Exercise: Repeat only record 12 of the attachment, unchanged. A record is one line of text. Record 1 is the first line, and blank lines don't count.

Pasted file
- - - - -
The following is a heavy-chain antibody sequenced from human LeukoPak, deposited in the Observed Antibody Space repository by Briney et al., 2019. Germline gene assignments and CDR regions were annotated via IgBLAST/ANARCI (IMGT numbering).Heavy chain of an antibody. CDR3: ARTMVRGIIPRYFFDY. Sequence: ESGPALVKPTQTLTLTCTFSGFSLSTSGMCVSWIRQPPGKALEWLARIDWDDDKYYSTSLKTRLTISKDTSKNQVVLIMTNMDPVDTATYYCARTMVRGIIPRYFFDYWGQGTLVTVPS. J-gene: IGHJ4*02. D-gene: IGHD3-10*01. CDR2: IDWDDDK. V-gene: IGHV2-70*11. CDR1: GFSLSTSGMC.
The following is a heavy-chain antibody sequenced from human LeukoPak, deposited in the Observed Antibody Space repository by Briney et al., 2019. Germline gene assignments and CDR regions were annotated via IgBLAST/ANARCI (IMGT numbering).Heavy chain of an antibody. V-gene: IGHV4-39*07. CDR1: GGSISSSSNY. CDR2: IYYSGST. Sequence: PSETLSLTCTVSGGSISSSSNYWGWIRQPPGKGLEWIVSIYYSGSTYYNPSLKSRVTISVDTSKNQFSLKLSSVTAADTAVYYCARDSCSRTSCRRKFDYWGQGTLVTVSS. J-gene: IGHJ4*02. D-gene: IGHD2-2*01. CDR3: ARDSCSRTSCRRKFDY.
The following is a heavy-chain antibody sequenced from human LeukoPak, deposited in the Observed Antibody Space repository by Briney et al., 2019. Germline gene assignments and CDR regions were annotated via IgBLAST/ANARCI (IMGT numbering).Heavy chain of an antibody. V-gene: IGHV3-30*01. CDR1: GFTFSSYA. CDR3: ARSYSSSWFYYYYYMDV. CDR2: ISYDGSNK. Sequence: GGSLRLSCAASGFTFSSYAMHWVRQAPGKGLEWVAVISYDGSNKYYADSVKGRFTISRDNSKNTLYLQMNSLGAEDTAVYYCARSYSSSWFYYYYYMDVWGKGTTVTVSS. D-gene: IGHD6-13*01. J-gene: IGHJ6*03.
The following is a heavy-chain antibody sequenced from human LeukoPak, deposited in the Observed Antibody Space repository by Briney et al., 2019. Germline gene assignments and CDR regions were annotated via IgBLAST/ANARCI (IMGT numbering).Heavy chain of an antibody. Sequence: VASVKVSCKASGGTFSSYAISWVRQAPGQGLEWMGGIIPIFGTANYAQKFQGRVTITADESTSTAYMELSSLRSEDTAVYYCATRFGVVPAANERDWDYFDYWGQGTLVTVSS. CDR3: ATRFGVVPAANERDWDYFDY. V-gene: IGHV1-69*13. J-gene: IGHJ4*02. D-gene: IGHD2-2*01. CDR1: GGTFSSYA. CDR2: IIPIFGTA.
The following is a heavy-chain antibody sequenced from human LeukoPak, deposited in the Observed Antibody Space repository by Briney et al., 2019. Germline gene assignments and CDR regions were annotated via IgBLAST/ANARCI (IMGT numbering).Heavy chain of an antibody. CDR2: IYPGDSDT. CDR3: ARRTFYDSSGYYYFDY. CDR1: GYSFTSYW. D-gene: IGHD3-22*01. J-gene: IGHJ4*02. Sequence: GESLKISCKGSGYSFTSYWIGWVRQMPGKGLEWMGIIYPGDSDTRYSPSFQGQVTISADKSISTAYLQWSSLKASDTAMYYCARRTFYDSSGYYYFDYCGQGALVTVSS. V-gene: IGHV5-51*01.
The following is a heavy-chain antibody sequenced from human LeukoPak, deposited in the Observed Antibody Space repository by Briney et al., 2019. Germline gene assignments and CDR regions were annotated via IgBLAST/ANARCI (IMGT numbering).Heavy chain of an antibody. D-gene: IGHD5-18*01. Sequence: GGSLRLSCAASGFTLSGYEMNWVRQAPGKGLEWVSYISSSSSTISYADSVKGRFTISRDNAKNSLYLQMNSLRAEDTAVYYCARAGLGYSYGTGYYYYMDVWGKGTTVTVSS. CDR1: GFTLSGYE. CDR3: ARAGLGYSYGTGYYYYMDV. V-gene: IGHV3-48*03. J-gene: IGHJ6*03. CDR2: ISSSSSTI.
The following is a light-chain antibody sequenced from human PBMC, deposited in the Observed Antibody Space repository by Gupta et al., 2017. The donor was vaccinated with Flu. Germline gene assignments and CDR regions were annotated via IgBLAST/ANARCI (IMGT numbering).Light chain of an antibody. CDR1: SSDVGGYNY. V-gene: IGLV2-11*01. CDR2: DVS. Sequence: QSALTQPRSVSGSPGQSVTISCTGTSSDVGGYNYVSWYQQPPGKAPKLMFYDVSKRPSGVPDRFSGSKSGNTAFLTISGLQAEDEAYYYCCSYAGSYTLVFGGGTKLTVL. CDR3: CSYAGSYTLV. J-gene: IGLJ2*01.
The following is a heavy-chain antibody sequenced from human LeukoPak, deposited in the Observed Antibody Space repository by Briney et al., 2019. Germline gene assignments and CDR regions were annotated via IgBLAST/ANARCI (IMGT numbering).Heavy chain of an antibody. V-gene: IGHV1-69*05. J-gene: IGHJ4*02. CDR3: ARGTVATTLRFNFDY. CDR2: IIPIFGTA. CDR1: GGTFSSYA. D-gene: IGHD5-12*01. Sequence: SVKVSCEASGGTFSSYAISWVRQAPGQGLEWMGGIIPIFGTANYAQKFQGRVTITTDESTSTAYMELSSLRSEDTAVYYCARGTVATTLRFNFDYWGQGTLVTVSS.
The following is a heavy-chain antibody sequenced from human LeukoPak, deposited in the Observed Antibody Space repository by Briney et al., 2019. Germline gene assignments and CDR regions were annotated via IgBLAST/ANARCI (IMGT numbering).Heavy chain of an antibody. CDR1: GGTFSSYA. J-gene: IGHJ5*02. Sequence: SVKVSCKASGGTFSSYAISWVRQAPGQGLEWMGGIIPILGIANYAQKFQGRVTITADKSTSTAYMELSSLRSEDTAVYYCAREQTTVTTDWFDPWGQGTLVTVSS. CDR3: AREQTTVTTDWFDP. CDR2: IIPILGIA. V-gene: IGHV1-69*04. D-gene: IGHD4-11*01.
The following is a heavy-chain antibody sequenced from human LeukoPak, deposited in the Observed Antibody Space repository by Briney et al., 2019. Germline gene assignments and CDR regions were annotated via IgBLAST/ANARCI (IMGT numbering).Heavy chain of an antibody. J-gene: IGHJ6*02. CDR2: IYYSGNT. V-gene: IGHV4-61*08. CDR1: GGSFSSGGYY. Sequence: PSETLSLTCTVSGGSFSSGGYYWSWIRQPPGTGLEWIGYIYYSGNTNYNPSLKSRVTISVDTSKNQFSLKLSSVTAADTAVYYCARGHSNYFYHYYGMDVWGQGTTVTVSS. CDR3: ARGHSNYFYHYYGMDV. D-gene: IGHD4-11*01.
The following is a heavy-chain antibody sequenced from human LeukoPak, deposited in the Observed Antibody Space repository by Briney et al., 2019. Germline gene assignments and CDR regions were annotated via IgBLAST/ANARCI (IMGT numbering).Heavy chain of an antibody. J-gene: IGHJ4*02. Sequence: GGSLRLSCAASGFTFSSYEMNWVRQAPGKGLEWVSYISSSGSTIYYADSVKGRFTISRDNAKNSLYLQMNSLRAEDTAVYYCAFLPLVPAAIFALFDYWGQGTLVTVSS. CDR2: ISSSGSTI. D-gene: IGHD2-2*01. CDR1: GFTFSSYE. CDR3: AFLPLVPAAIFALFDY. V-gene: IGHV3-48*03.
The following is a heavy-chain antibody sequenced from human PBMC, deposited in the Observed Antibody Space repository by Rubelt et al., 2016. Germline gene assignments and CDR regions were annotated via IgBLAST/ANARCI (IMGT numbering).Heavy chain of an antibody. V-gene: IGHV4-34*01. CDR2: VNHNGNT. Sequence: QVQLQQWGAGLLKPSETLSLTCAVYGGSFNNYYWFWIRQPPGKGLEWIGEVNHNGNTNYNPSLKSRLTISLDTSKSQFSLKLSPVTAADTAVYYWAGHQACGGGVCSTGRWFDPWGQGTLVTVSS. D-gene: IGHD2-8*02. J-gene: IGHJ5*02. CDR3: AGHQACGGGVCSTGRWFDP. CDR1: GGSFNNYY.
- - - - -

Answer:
The following is a heavy-chain antibody sequenced from human PBMC, deposited in the Observed Antibody Space repository by Rubelt et al., 2016. Germline gene assignments and CDR regions were annotated via IgBLAST/ANARCI (IMGT numbering).Heavy chain of an antibody. V-gene: IGHV4-34*01. CDR2: VNHNGNT. Sequence: QVQLQQWGAGLLKPSETLSLTCAVYGGSFNNYYWFWIRQPPGKGLEWIGEVNHNGNTNYNPSLKSRLTISLDTSKSQFSLKLSPVTAADTAVYYWAGHQACGGGVCSTGRWFDPWGQGTLVTVSS. D-gene: IGHD2-8*02. J-gene: IGHJ5*02. CDR3: AGHQACGGGVCSTGRWFDP. CDR1: GGSFNNYY.